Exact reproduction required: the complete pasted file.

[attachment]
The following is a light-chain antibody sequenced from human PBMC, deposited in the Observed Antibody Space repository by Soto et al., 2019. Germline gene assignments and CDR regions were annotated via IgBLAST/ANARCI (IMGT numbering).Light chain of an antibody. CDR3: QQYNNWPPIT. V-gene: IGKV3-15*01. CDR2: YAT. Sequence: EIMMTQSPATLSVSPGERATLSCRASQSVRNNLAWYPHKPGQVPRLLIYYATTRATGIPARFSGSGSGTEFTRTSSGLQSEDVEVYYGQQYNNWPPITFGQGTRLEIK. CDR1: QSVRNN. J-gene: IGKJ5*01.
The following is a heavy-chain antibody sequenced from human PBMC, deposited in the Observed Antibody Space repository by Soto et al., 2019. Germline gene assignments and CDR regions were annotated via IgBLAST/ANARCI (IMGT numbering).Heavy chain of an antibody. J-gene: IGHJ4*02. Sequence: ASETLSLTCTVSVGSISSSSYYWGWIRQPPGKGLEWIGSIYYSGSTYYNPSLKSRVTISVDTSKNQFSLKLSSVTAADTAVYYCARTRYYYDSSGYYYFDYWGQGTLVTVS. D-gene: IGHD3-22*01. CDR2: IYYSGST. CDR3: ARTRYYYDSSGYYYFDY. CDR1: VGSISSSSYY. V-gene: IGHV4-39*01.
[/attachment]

The following is a light-chain antibody sequenced from human PBMC, deposited in the Observed Antibody Space repository by Soto et al., 2019. Germline gene assignments and CDR regions were annotated via IgBLAST/ANARCI (IMGT numbering).Light chain of an antibody. CDR3: QQYNNWPPIT. V-gene: IGKV3-15*01. CDR2: YAT. Sequence: EIMMTQSPATLSVSPGERATLSCRASQSVRNNLAWYPHKPGQVPRLLIYYATTRATGIPARFSGSGSGTEFTRTSSGLQSEDVEVYYGQQYNNWPPITFGQGTRLEIK. CDR1: QSVRNN. J-gene: IGKJ5*01.
The following is a heavy-chain antibody sequenced from human PBMC, deposited in the Observed Antibody Space repository by Soto et al., 2019. Germline gene assignments and CDR regions were annotated via IgBLAST/ANARCI (IMGT numbering).Heavy chain of an antibody. J-gene: IGHJ4*02. Sequence: ASETLSLTCTVSVGSISSSSYYWGWIRQPPGKGLEWIGSIYYSGSTYYNPSLKSRVTISVDTSKNQFSLKLSSVTAADTAVYYCARTRYYYDSSGYYYFDYWGQGTLVTVS. D-gene: IGHD3-22*01. CDR2: IYYSGST. CDR3: ARTRYYYDSSGYYYFDY. CDR1: VGSISSSSYY. V-gene: IGHV4-39*01.